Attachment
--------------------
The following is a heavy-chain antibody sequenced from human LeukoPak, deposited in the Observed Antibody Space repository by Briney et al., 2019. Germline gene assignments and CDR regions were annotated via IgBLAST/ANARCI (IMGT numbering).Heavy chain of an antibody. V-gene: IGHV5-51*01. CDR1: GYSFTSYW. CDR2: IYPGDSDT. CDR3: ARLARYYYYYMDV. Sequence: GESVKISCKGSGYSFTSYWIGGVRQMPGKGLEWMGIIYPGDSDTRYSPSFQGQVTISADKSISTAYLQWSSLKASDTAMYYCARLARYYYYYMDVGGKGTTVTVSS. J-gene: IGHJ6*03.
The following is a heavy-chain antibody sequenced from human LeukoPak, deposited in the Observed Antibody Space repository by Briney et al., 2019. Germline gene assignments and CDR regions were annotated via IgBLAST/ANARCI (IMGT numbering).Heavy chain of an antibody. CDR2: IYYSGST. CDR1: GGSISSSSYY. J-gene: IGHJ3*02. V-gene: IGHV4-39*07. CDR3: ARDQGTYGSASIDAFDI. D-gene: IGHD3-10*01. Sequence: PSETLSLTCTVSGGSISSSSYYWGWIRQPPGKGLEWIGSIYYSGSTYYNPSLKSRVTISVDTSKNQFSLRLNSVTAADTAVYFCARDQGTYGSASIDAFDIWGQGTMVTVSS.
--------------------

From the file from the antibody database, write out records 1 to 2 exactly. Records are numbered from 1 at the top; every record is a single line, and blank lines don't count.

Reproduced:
The following is a heavy-chain antibody sequenced from human LeukoPak, deposited in the Observed Antibody Space repository by Briney et al., 2019. Germline gene assignments and CDR regions were annotated via IgBLAST/ANARCI (IMGT numbering).Heavy chain of an antibody. V-gene: IGHV5-51*01. CDR1: GYSFTSYW. CDR2: IYPGDSDT. CDR3: ARLARYYYYYMDV. Sequence: GESVKISCKGSGYSFTSYWIGGVRQMPGKGLEWMGIIYPGDSDTRYSPSFQGQVTISADKSISTAYLQWSSLKASDTAMYYCARLARYYYYYMDVGGKGTTVTVSS. J-gene: IGHJ6*03.
The following is a heavy-chain antibody sequenced from human LeukoPak, deposited in the Observed Antibody Space repository by Briney et al., 2019. Germline gene assignments and CDR regions were annotated via IgBLAST/ANARCI (IMGT numbering).Heavy chain of an antibody. CDR2: IYYSGST. CDR1: GGSISSSSYY. J-gene: IGHJ3*02. V-gene: IGHV4-39*07. CDR3: ARDQGTYGSASIDAFDI. D-gene: IGHD3-10*01. Sequence: PSETLSLTCTVSGGSISSSSYYWGWIRQPPGKGLEWIGSIYYSGSTYYNPSLKSRVTISVDTSKNQFSLRLNSVTAADTAVYFCARDQGTYGSASIDAFDIWGQGTMVTVSS.